2 minute read
There’s a new social kid on the block and he’s raring to ‘rassle. When I first heard about Google+ (G+), my thoughts were along the lines of “Oh,crap. Another thing to look at.” As these social platforms proliferate, it takes a lot of time to familiarize oneself with them, ramp up in how to best use them, and then sit in them to gain value.
The vast majority of people who have added me to their G+ circles *seem* to be doing so from a SharePoint slant, which is to be expected, as that’s my most socially available persona. That’s gratifying, of course. (One of my beefs with the emails I get telling me that I’ve been added to someone’s circle is that it doesn’t say what circle it was. “SharePoint” or “Jerks who bloviate”? I have to guess why they might have added me.)
It seems that the largest flaw with Google+ circles isn’t the circles themselves, but how people are using them so far, at least based on my minimal watching. (So far I’m primarily a lurker.) While it’s important to put people into circles which makes sense to me for consumption, those selfsame people should be sure to publish to their circle(s) which is/are relevant to the content, IMO.
So we still seem to have the classic metadata problem which we always run into with any social or collaborative tool. How the consumer wants to receive content is often not aligned with how the publisher wants to send it. If I publish photos of my kid – as awesome as he is – to my SharePoint circle, I’ve in essence lost a point of trust with the people in that circle, or at least I should.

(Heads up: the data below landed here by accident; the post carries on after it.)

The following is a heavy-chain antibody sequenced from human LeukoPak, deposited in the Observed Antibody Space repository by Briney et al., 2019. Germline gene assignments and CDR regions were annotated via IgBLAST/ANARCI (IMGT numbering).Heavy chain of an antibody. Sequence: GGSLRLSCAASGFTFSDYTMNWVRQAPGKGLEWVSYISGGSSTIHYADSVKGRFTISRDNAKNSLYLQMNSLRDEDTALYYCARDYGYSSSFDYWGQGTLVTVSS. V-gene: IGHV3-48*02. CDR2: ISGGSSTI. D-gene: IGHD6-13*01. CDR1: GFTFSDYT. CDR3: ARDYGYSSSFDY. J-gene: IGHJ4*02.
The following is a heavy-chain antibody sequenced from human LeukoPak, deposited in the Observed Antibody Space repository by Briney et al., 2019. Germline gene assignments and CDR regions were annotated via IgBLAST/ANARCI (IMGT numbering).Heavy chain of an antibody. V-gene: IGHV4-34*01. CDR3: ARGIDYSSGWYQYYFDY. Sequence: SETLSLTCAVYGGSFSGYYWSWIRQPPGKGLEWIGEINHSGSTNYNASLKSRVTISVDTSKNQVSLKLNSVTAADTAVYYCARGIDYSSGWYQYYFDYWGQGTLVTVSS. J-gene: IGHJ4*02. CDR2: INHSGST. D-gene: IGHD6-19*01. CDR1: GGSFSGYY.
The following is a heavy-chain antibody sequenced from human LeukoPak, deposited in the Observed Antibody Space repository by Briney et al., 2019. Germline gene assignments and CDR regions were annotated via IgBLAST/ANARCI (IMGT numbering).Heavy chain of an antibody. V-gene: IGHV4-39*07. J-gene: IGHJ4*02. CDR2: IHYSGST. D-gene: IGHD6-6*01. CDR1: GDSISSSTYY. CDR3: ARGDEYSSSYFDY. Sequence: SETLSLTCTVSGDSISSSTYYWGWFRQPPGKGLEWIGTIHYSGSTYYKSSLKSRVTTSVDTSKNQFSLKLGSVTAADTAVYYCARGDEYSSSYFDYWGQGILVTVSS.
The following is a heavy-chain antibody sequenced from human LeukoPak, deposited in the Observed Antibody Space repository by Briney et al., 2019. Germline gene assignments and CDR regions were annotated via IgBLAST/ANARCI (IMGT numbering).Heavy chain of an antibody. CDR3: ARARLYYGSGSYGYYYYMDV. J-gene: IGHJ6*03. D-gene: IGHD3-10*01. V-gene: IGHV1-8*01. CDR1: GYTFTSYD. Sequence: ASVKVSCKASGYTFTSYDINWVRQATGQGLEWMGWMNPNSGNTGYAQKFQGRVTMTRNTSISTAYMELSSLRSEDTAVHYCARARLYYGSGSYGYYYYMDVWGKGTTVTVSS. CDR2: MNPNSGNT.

One of *my* mistakes so far has been to add too many people to my SharePoint circle. I started grabbing people who added me to one of their circles and dropping them into my SharePoint circle somewhat blindly. Now I’ve got a smaller version of the same issue I have with Facebook: I’ve accepted too many people into my “realm” (I needed a transcendent word) and I need to pare it back. It’s the same issue I had when I started with Twitter and the reason why I’m following relatively few people compared to many other people. I don’t care about the popularity contest part of this: I want to know that I will see good content on the topics I choose. (As with Twitter and Facebook, likewise LinkedIn: I want the connections I have to people with there to mean something. See my Collecting Souls posts: 1, 2 and 3.)
Tom Resing (@resing– I’m going to stick with Twitter handles for links, at least for now) shared a post on G+ which I found really interesting:
(What’s the best way to share a G+ post outside of G+? As far as I know, there’s no good mechanism for it, so a screen grab seemed like a reasonable approach.)
If Mike (G+: Mike Elgan) is correct and G+ is successful, I could see G+ beginning to supplant blogs, Twitter, and personal emails, but I’m not sold yet. I’m going to continue to sit back a while and watch how this Google+ thing plays out.
* Thanks to Kiran Voleti for the really big +1 graphic: http://www.kiranvoleti.com/google-plus-one-vector-logo-freebie